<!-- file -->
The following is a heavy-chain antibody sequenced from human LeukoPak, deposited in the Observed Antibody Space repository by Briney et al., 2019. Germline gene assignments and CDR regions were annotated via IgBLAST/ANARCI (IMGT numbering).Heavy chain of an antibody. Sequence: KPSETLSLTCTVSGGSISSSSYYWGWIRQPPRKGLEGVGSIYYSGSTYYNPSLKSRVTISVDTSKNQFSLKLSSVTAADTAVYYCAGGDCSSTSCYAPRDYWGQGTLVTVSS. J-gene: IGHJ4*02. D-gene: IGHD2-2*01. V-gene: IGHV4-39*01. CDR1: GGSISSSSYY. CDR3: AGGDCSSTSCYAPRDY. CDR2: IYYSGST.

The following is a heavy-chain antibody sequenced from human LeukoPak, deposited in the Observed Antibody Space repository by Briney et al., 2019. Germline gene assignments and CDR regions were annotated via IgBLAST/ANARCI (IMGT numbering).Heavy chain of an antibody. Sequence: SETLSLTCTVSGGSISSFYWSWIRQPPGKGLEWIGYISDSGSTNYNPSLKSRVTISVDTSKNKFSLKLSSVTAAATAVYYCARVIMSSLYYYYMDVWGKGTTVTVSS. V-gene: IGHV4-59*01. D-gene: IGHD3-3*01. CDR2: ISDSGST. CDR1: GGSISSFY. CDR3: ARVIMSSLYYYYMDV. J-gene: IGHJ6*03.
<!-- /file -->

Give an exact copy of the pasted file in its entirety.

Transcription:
The following is a heavy-chain antibody sequenced from human LeukoPak, deposited in the Observed Antibody Space repository by Briney et al., 2019. Germline gene assignments and CDR regions were annotated via IgBLAST/ANARCI (IMGT numbering).Heavy chain of an antibody. Sequence: KPSETLSLTCTVSGGSISSSSYYWGWIRQPPRKGLEGVGSIYYSGSTYYNPSLKSRVTISVDTSKNQFSLKLSSVTAADTAVYYCAGGDCSSTSCYAPRDYWGQGTLVTVSS. J-gene: IGHJ4*02. D-gene: IGHD2-2*01. V-gene: IGHV4-39*01. CDR1: GGSISSSSYY. CDR3: AGGDCSSTSCYAPRDY. CDR2: IYYSGST.

The following is a heavy-chain antibody sequenced from human LeukoPak, deposited in the Observed Antibody Space repository by Briney et al., 2019. Germline gene assignments and CDR regions were annotated via IgBLAST/ANARCI (IMGT numbering).Heavy chain of an antibody. Sequence: SETLSLTCTVSGGSISSFYWSWIRQPPGKGLEWIGYISDSGSTNYNPSLKSRVTISVDTSKNKFSLKLSSVTAAATAVYYCARVIMSSLYYYYMDVWGKGTTVTVSS. V-gene: IGHV4-59*01. D-gene: IGHD3-3*01. CDR2: ISDSGST. CDR1: GGSISSFY. CDR3: ARVIMSSLYYYYMDV. J-gene: IGHJ6*03.